Color barrier in sports breaks down slowly
Commentary by Dwight Lewis
Some messages you just hate to receive. Such was the case yesterday when I received an e-mail from a high school classmate informing me and others that a famed Knoxville Austin High School basketball player had died in Cincinnati.
Paul Hogue, 69, was more than just a famed high school basketball player. He was special. He was also a historical figure â€” even though one who had been out of the limelight for many years.
In 1958, when Hogue â€” who was 6-foot-9 â€” graduated from Knoxville's Austin High School, he was shunned by athletic recruiters from top Southern colleges.
"When I graduated from high school, I guess it was a time when you took things for granted,'' Hogue told me during a telephone interview back in February 1987. "It was just the way things were back then.
"You dreamed, but you dreamed about faraway places. You looked beyond the South. You looked to places like Kansas, where Wilt Chamberlain played basketball, and New York. You didn't put a lot of emphasis on Southern teams.''
Hogue, who died on Monday in Jewish Hospital in Cincinnati, said when he graduated from high school that one Knoxville sportswriter, Tom Siler of The Knoxville News-Sentinel, wrote an article that raised the question of why the University of Tennessee did not consider recruiting players from Austin High â€” which was an all-black high school â€” since UT's basketball team was struggling.
"I never heard a word from UT,'' Hogue told me.
Since staying home and playing for the University of Tennessee was not possible â€” UT would not have a black athlete until Nashville's Lester McClain signed a scholarship to play football there in 1967 â€” Hogue signed scholarship papers to play basketball for the University of Cincinati.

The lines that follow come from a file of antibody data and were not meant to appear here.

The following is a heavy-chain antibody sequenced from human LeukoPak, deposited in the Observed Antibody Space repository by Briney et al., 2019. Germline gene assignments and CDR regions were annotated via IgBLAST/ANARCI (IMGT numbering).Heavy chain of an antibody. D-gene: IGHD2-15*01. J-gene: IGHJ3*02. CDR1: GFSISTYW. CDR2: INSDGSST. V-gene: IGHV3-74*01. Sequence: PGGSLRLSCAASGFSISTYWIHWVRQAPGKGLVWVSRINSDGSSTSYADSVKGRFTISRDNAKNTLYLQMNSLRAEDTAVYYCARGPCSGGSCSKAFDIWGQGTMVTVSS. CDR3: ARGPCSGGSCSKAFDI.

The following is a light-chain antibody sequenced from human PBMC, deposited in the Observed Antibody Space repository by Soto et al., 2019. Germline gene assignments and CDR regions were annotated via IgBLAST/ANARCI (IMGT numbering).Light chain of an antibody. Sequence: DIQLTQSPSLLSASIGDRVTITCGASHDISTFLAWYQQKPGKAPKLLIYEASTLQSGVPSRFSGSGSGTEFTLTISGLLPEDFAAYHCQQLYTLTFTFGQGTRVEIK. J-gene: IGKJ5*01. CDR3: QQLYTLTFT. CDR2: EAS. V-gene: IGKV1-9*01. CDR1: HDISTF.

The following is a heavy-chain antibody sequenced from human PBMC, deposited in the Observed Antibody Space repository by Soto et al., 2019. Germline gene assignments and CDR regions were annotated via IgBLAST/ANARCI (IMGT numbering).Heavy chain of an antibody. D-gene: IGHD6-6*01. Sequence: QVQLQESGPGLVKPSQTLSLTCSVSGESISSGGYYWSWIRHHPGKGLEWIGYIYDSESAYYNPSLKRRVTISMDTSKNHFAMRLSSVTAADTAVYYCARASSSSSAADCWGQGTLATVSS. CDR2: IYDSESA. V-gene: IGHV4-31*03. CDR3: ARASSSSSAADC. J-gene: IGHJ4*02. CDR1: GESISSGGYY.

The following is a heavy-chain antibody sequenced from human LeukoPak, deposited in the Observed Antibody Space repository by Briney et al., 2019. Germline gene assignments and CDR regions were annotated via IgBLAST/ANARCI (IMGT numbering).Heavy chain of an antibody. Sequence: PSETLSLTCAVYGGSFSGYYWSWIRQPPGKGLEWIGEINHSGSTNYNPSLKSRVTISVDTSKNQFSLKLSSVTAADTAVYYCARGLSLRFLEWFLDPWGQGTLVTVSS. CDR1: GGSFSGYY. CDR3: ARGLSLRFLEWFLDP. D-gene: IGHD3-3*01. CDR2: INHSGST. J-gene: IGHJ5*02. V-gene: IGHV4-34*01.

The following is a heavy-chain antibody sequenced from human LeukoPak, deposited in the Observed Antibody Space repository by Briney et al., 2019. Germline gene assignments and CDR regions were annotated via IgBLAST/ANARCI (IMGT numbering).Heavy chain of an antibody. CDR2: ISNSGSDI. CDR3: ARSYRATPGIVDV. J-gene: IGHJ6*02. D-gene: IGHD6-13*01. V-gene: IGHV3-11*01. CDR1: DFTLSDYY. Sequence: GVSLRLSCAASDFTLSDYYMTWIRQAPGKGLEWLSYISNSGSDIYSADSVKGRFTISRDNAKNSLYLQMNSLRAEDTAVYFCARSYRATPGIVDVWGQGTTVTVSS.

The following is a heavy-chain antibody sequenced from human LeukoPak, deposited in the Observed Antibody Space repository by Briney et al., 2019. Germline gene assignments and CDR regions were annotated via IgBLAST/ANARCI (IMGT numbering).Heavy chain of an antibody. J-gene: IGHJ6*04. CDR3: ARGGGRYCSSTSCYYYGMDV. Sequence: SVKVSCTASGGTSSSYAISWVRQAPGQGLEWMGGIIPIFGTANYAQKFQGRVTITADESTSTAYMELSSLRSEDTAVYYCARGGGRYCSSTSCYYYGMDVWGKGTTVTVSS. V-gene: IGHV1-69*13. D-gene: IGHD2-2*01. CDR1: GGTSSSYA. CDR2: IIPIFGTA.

"Cincinnati was close enough to home not to get homesick, yet it was far enough away to where I couldn't go home just any time,'' he said.
"Plus, on a visit there I met Oscar Robertson, who was a sophomore on Cincinnati's team, and I decided that I would like to play with him.''
At the University of Cincinnati, Hogue became the school's first black captain in his senior year.
That same year, the 1961-62 basketball season, Hogue led the Bearcats to the NCAA national championship. They defeated UCLA, 72-70, in the semifinals of the NCAA tournament, and Ohio State, 71-59, in the finals.
Hogue, the most valuable player of the NCAA tournament, was named by the Helms Athletic Foundation as college basketball's player of the year in 1962. The foundation summed up Hogue's contributions this way:
"Not a prolific scorer, Paul Hogue was nevertheless a tower of strength in the Bearcats' all-around play, both on offense and defense.''
When I last talked to Hogue in 1987, he was supervisor of the employee assistance program for the U.S. Postal Service in Cincinnati.
During that conversation, Hogue talked about the changes that had taken place after he left Knoxville to play big-time college basketball.
"Back then, when I was at Cincinnati, we went to Houston to play, and blacks couldn't stay in certain hotels,'' he said. "At the airport in Birmingham, on our way to Houston, we were confronted with separate restroom facilities for blacks and whites.
"It's good to remember those things, because it keeps things in perspective.''
Hogue, also a former All-American but who was unable to stick in professional basketball, told me in February 1987 â€” when I was working on a story about the fact that there were no black head basketball coaches in the Southeastern Conference â€” that a lesson from his situation is that an athlete should not put all of his or her eggs in one basket.
And I might add here that Hogue wasn't the best basketball player on his high school team, at a school where his father served as principal. He was very good but he also had good grades, which enabled him to get into the University of Cincinnati.
Just a little history as we look at the makeup these days, not only of UT's athletic teams but other big-time Southern programs. My, how some things have changed â€” but still not enough.